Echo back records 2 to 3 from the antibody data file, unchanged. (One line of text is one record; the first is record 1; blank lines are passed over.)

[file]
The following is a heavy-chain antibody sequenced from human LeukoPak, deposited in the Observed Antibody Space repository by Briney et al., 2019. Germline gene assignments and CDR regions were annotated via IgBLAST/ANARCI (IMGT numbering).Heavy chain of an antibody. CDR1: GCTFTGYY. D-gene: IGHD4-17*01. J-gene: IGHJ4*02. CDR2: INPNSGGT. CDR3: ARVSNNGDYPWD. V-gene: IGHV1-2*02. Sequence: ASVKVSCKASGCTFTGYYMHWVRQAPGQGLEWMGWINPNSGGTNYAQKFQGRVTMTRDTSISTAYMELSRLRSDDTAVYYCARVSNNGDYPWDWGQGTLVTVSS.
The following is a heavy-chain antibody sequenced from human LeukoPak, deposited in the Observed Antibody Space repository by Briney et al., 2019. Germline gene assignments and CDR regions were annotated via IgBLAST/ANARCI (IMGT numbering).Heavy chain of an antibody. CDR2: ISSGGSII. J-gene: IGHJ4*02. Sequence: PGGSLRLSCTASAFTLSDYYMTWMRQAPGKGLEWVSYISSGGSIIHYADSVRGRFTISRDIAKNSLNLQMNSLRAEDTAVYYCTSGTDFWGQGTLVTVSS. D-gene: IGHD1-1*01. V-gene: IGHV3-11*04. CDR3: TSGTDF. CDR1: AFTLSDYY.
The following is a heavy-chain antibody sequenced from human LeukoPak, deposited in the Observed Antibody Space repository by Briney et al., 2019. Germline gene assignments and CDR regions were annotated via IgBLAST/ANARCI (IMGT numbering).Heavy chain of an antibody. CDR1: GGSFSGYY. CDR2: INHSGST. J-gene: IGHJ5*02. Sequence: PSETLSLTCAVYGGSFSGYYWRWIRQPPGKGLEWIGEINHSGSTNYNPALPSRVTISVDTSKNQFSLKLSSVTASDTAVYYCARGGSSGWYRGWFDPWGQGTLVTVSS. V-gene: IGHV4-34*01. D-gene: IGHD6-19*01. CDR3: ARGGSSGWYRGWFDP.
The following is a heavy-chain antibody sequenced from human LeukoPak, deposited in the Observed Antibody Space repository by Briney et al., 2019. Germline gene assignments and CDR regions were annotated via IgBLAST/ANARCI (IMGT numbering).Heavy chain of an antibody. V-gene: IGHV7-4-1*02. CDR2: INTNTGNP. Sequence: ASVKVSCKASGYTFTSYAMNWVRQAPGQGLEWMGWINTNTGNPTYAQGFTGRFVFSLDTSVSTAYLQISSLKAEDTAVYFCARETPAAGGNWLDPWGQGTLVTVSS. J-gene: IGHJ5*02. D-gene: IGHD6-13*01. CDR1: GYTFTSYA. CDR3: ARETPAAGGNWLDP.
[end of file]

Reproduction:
The following is a heavy-chain antibody sequenced from human LeukoPak, deposited in the Observed Antibody Space repository by Briney et al., 2019. Germline gene assignments and CDR regions were annotated via IgBLAST/ANARCI (IMGT numbering).Heavy chain of an antibody. CDR2: ISSGGSII. J-gene: IGHJ4*02. Sequence: PGGSLRLSCTASAFTLSDYYMTWMRQAPGKGLEWVSYISSGGSIIHYADSVRGRFTISRDIAKNSLNLQMNSLRAEDTAVYYCTSGTDFWGQGTLVTVSS. D-gene: IGHD1-1*01. V-gene: IGHV3-11*04. CDR3: TSGTDF. CDR1: AFTLSDYY.
The following is a heavy-chain antibody sequenced from human LeukoPak, deposited in the Observed Antibody Space repository by Briney et al., 2019. Germline gene assignments and CDR regions were annotated via IgBLAST/ANARCI (IMGT numbering).Heavy chain of an antibody. CDR1: GGSFSGYY. CDR2: INHSGST. J-gene: IGHJ5*02. Sequence: PSETLSLTCAVYGGSFSGYYWRWIRQPPGKGLEWIGEINHSGSTNYNPALPSRVTISVDTSKNQFSLKLSSVTASDTAVYYCARGGSSGWYRGWFDPWGQGTLVTVSS. V-gene: IGHV4-34*01. D-gene: IGHD6-19*01. CDR3: ARGGSSGWYRGWFDP.